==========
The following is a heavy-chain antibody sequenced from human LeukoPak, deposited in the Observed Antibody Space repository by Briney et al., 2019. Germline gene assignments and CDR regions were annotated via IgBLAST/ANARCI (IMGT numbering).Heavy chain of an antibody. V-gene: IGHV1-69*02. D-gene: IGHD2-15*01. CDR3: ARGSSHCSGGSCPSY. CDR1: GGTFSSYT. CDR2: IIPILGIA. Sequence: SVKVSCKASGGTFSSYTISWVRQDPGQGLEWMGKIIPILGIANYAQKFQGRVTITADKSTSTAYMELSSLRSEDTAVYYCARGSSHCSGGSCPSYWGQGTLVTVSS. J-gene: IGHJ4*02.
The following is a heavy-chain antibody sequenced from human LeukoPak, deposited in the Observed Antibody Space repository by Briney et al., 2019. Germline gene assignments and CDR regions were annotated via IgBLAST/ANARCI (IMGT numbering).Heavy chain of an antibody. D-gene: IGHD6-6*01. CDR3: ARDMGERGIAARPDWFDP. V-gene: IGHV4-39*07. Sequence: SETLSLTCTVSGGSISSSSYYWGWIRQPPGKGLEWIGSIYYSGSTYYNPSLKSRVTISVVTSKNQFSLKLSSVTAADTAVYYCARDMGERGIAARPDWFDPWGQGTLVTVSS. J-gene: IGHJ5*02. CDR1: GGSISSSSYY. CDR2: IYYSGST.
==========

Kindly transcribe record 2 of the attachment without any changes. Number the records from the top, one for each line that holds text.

The following is a heavy-chain antibody sequenced from human LeukoPak, deposited in the Observed Antibody Space repository by Briney et al., 2019. Germline gene assignments and CDR regions were annotated via IgBLAST/ANARCI (IMGT numbering).Heavy chain of an antibody. D-gene: IGHD6-6*01. CDR3: ARDMGERGIAARPDWFDP. V-gene: IGHV4-39*07. Sequence: SETLSLTCTVSGGSISSSSYYWGWIRQPPGKGLEWIGSIYYSGSTYYNPSLKSRVTISVVTSKNQFSLKLSSVTAADTAVYYCARDMGERGIAARPDWFDPWGQGTLVTVSS. J-gene: IGHJ5*02. CDR1: GGSISSSSYY. CDR2: IYYSGST.